Tuesday, June 05, 2012

Schism: Dissidence, Dominance, Heresy, Tolerance

When the phrases "to escape religious persecution" or "the rights to freedom of speech and assembly" are bandied about in 2012, a lot of people seem to be carrying sugarcoated notions of these things. People usually don't move to a place to escape persecution because another group of people aren't being nice to them -- more likely it's because another group (or groups) of people have declared them anathema, unnacceptable, worthy only of exile or death. Purge them, stone them, drive them off. . .

Going back to the Waldensians (Waldenses), recall that they went underground for hundreds of years, and sought places of refuge with varying degrees of success. Why?  One doesn't have to be a Waldensian to understand the primal basics. Here's an official Catholic version, which is quite clear on what happened:

". . . force soon checked the heretical movement. In 1192 Bishop Otto of Toul ordered all Waldenses to be put in chains and delivered up to the episcopal tribunal. Two years later King Alphonso II of Aragon banished them from his dominions and forbade anyone to furnish them with shelter or food. These provisions were renewed by Pedro II at the Council of Gerona (1197), and death by burning was decreed against the heretics."  (Source: "Waldenses," Catholic Encyclopedia. http://www.newadvent.org/cathen/15527b.htm)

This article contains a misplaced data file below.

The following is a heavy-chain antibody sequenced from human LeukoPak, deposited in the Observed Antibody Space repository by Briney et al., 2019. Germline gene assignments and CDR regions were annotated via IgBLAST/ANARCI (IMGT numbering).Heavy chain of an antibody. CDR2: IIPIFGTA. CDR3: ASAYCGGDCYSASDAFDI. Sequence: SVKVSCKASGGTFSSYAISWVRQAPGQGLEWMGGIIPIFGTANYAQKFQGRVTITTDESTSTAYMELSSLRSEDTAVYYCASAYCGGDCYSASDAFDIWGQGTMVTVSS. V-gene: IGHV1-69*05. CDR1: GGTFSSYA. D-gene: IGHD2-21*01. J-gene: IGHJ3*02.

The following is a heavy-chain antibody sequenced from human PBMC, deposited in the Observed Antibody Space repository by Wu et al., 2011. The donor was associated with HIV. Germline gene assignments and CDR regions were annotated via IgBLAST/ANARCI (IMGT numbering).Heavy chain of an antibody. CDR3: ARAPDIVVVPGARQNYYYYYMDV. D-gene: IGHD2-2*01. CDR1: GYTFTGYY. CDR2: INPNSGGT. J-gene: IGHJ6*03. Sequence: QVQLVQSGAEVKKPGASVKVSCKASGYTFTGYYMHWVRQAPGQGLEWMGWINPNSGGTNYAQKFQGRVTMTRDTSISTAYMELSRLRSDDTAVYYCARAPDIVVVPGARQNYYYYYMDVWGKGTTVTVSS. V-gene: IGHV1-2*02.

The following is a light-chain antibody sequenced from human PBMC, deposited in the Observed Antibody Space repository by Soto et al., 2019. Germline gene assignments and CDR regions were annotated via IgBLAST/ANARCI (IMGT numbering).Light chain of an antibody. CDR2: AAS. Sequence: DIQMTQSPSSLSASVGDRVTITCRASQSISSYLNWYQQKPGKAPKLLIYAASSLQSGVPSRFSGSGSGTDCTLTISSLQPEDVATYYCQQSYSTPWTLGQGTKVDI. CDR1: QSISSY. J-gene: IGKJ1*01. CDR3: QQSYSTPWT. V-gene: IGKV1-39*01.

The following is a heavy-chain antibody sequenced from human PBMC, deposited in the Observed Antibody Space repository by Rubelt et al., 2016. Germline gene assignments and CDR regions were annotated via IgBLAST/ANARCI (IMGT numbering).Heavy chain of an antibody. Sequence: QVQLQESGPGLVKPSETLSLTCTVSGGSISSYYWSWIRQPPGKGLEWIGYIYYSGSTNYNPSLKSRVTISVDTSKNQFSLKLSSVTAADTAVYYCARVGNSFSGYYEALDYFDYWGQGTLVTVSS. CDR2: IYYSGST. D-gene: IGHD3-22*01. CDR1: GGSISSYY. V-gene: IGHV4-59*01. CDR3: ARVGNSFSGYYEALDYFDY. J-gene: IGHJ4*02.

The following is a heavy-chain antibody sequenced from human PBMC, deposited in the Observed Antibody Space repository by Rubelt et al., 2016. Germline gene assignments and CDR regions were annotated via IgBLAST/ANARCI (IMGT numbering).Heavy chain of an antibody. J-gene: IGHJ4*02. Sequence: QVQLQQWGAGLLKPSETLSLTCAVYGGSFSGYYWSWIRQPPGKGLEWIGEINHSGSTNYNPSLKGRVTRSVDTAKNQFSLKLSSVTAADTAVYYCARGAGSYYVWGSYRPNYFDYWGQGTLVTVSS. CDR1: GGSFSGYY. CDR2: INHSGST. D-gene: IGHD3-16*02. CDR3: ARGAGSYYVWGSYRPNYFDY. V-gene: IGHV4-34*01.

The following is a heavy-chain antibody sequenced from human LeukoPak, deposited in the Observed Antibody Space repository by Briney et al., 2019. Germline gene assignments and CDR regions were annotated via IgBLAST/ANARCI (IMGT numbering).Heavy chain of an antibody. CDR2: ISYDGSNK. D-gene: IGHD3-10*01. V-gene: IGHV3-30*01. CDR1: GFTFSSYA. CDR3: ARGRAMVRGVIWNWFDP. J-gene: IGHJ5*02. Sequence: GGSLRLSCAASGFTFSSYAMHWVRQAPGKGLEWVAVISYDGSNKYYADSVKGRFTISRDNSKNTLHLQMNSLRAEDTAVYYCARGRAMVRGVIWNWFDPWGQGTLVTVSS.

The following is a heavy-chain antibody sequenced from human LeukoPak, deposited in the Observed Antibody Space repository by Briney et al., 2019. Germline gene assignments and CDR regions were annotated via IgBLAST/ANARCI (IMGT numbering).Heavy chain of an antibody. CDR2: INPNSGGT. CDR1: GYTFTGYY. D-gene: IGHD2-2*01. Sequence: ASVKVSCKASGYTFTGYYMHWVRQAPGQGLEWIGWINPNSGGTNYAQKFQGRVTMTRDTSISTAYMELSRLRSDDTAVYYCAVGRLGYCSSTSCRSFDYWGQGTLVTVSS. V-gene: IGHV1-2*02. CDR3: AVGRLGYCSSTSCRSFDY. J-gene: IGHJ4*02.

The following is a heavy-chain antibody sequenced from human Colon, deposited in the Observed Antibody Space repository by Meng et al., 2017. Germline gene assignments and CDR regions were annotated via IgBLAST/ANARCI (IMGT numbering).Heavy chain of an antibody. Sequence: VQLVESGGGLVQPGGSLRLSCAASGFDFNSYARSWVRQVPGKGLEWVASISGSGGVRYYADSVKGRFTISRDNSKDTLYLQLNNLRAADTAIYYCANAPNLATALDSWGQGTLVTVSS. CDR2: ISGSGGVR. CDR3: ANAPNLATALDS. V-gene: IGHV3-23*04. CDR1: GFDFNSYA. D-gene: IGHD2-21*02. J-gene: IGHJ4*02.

Did everyone catch that?  In case you missed it: ". . . and death by burning was decreed against the heretics."

"If anyone says it is permitted for a Christian to have several wives, and having several wives is not forbidden by divine law -- He is anathema."*

As far as the USA goes, despite its Bill of Rights and reputation as a haven for tolerance, consider just a couple of incidents involving American Mormons (Church of Latter Day Saints). 

1. Missouri Executive Order Number 44 (October 27, 1838): "The Mormons must be treated as enemies, and must be exterminated or driven from the state if necessary for the public peace -- their outrages are beyond all description." 

2. June 27, 1844, Carthage, Illinois, USA: 150 of the "American People" forced entry into the Carthage Jail and shot dead Joseph Smith, original leader of the Mormons, along with his brother Hyrum (also of the "American People") in a hail of gunfire, while they were waiting to stand trial.

Next time you hear a politician (including Mitt Romney) chirping about how exceptionally wonderful "the American People" are, remember this.  

Today's Rune: Defense.  *(La Voie lactée / The Milky Way, Luis Buñuel, 1969).

1 comment:

Charles Gramlich said...

amazing the rhetoric used against the Mormons at that point. Always what is anathema to one must be treated as if it is the worst thing in the history of humankind.